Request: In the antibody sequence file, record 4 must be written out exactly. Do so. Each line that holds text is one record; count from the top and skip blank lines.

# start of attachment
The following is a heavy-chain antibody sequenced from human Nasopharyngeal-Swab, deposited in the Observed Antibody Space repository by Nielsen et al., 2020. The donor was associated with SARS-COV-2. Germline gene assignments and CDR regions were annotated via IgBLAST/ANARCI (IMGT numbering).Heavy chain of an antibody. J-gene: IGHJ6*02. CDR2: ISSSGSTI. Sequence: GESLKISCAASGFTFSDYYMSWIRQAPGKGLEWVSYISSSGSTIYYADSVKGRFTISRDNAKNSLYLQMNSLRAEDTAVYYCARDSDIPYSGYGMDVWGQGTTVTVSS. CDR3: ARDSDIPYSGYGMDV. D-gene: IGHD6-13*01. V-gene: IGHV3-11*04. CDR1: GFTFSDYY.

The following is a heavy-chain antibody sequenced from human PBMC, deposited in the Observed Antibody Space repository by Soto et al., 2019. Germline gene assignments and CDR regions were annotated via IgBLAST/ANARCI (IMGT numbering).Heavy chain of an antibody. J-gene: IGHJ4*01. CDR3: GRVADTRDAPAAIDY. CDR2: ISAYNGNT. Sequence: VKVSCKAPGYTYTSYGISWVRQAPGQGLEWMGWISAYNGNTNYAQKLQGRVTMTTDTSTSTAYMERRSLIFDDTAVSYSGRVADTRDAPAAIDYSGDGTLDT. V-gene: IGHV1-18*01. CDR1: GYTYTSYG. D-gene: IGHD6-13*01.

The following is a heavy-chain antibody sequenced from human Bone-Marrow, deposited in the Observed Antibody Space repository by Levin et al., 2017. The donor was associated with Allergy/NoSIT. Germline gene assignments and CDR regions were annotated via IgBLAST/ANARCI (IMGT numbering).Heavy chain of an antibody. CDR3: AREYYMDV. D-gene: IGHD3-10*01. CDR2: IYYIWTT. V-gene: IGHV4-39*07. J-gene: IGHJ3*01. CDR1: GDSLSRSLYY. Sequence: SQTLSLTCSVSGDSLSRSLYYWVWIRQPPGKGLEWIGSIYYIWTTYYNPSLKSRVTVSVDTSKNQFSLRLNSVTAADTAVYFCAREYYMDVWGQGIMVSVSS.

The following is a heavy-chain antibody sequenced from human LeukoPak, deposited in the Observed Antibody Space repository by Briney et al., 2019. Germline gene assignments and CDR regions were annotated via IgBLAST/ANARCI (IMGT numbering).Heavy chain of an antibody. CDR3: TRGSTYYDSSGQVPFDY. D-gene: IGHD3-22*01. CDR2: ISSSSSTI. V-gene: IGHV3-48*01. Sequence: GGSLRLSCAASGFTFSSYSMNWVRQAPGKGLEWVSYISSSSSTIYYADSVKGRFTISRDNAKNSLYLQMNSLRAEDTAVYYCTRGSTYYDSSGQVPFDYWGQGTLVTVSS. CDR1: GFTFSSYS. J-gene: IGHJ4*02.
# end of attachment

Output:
The following is a heavy-chain antibody sequenced from human LeukoPak, deposited in the Observed Antibody Space repository by Briney et al., 2019. Germline gene assignments and CDR regions were annotated via IgBLAST/ANARCI (IMGT numbering).Heavy chain of an antibody. CDR3: TRGSTYYDSSGQVPFDY. D-gene: IGHD3-22*01. CDR2: ISSSSSTI. V-gene: IGHV3-48*01. Sequence: GGSLRLSCAASGFTFSSYSMNWVRQAPGKGLEWVSYISSSSSTIYYADSVKGRFTISRDNAKNSLYLQMNSLRAEDTAVYYCTRGSTYYDSSGQVPFDYWGQGTLVTVSS. CDR1: GFTFSSYS. J-gene: IGHJ4*02.